How to Listen to the Bible

How to Listen to the Bible

Nehemiah 8:1-10

Have you ever daydreamed through the Scripture reading in worship?

Yep – me too.  And not just back when I was sitting in the pews; sometimes, I’m thinking so much about my sermon that I miss it.

I don’t want to miss it.  I don’t want you to, either.  So today, we’re going to learn from the story of when Ezra read the Law to the Israelites… and it they heard it so deeply, they cried. 

But first, a little historical recap to set the stage.  The southern kingdom of Judah was taken by the Babylonians in 586, destroying the Temple in the process.  For almost 50 years the Israelites lived in exile, until the Persians came to power in 537.  The Persian King Cyrus told the Israelites that they could go back home and rebuild the Temple.  That project wasn’t a quick one, but finally in 516 they were able to dedicate the Second Temple.

 

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Ezra Reading the Law in the Hearing of the People, Gustave Dore

Today’s Scripture takes place in 458 BC – another 58 years down the road.  Ezra, a priest and a scribe, was sent to Jerusalem by the Persian King Artaxerxes.  In a letter, Artaxerxes tells Ezra, “You are sent by the king and his seven advisers to inquire about Judah and Jerusalem with regard to the Law of your God, which is in your hand” (Ezra 7:14).

The implication is that they’ve been without the Law (read:  first five books of the Bible) all that time.  In Nehemiah 8 we get the story of the first reading of the Law to the people.  They say absence makes the heart grow fonder – and surely that contributed to their teary-eyed response.  But there are also several things the Israelites do in hearing the Scripture that contribute to a better state of listening.  And good news – they’re things that we can do, too.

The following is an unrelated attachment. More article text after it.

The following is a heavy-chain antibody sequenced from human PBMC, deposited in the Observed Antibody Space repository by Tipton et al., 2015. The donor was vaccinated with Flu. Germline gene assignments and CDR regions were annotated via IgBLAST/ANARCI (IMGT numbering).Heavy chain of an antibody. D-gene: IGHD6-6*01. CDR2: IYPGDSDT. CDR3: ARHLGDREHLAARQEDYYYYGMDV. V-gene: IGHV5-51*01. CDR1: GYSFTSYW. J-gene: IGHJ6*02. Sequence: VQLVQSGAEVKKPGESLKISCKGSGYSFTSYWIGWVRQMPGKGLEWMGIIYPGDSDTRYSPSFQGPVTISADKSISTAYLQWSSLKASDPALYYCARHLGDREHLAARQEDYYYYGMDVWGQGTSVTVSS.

Let’s watch and learn from Nehemiah 8…

“…all the people gathered together into the square before the Water Gate.  They told the scribe Ezra to bring the book of the law of Moses, which the LORD had given to Israel” (8:1).

Who takes the initiative here?  Who asks for the Scripture to be read?

The people.

In other words:  When we are asking for the Scripture to be read, we’ll probably get more out of it.

When I was a layperson – sitting in the pews on Sunday mornings – there were some weeks where my heart was silently “asking” for the Scripture.  Maybe it was a passage I liked, or maybe my soul was just feeling especially thirsty.  But I also remember Sundays where the service was running behind and I just wanted to check off that we had moved through another part of it.  Or Sundays where I was distracted and antsy and didn’t much care about the Scripture.  On those weeks, my likelihood of daydreaming through the Scripture was pretty high.

So, how do we get more out of Scripture?  By intentionally “asking” for it.  Not necessarily by standing on the street corner and asking me to come read to you (although that would be cool) – and probably not even by literally asking for the Scripture to be read during a service.  But what if we came into a service with our hearts set on the Scripture?  What if we said silent prayers before it was read, asking God to speak to us again?